AWA Business Curriculum Principles

Intent Statement:

Strategic Intent

Understand business concepts, business terminology, business objectives, the integrated nature of business activity and the impact of business on individuals and the wider society.

Implementation Key Principles:

  • Apply knowledge and understanding to contemporary business issues and to different types and sizes in local, national and global context.
  • Develop as enterprising individuals with the ability to think commercially and creatively to demonstrate business acumen and dean on evidence to make informed business and solve business problems.
  • Develop as effective and independent students, as critical and reflective thinkers with enquiring minds.
  • Use an enquiring, critical approach to make informed judgements.
  • Investigate and analyse real business opportunities and issues to construct well-argued, well-evidenced, balances and structures arguments demonstrating their dept and breadth of understanding of business.
  • Develop and apply quantitative skills relevant to business, including using interpreting data.
  • Content is rich, relevant and reflective of the diverse world in which we live.
  • Learning is sequenced to enable young people to develop knowledge and skills.
  • Literacy is explicitly delivered across the curriculum. 
  • Learning is adapted to support the specific needs of individuals.
  • A sustainable approach is supported through the curriculum.
  •  Resilience is promoted for students by frequent (low stakes) assessment to inform teaching

In classrooms, this may look like:

  • A clear assessment for learning strategy used such as intentional monitoring, planned past paper questioning.
  • A mapped Scheme of Learning that evidences a Business Studies learning journey flight path from KS4 to KS5.
  • Gaps in learning are addressed through ‘reteaching’ sessions mapped in the Scheme of Learning.
  • Students follow a clear ‘I do, We do, You do’ lesson sequence.
  • Carefully planned shared schema, developed by experts and tailored by teachers to meet the needs of teaching groups
  • DO NOW tasks drawing on prior learning
  • Signature strategies used for Checking Understanding, such as Show Call, Show Me, Intentional Monitoring
  • Shared literacy and reading strategies in place, such as Inside Outside Beyond and whole class reading work
  • Precise pedagogical decisions made for students with additional needs (EHCP, SEND K, PSP, Behavioural, PA) including additional adults, alternative resources or outcomes, seating arrangements, precise deployment of signature strategies
  • Teaching which alters according to student understanding demonstrated both from assessment points and within lessons

In work produced, this may look like:

  • Stretch and challenge tasks implemented into the curriculum.
  • Spelling and vocabulary quizzing.
  • Peer and self-assessment evidence with cleat student corrections in exercise books evidence through green pen.
  • •Regular teacher feedback through model past paper questions evidence through teacher red pen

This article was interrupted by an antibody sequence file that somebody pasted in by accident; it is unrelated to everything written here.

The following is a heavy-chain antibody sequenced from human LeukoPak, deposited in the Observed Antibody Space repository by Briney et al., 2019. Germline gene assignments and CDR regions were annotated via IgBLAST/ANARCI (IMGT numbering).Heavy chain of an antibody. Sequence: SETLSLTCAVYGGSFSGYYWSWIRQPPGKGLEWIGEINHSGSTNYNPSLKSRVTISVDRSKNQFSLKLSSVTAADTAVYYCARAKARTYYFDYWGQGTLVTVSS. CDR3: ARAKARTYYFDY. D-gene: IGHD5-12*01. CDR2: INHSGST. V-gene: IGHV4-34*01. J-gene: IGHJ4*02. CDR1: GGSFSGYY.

• Regular feedback, which addresses knowledge or skills gaps
  • Opportunities for conscious practise by students (reteach episodes, ‘fix-it’ sessions, revision)
  • Opportunities for self and peer assessment, engaging with success criteria
  • As relevant to Key Stage, opportunities to engage with exam-style content
  • Home learning will promote digital literacy in line with school strategy

For students, this experience may include:

  • Where appropriate students will experience the world of work.
  • Weekly Show My Homework and Tri Weekly Assessment data tracked and reassessed when gaps in learning have been identified.
  • Consistent staffing in lessons with teachers who know them and similar learning journeys across year groups
  • Regular opportunities to engage with feedback on progress (parents’ evenings, progress grades, reports, assessment feedback, in-class feedback, marking)
  • A clear sense of the curriculum journey leading to CEIAG – how can you pursue this field of study? What might it lead you to?
  • Where students are taught by professionals at the start of their career, they can expect additional adults in classes supporting through a range of strategies (live coaching, learning walks, observations, team teaching)

Impact Key Principles

In evaluating the impact of our curriculum, we will consider:

  • Outcomes data, such as A level and BTEC Results, GCSE results, Additional qualifications (sports leaders, community languages, Entry level qualifications) and the performance of vulnerable groups within that data
  • Destinations data at common points of transition from the school (Key Stage 4 and Key Stage 5)
  • Internal and external Quality Assurance processes (Ark review processes, governor accountability processes, internal audit processes, Ofsted)
  • The development of professionals into experts in their field through their work in supporting colleagues, supporting other schools, developing curriculum resource, becoming examiners etc.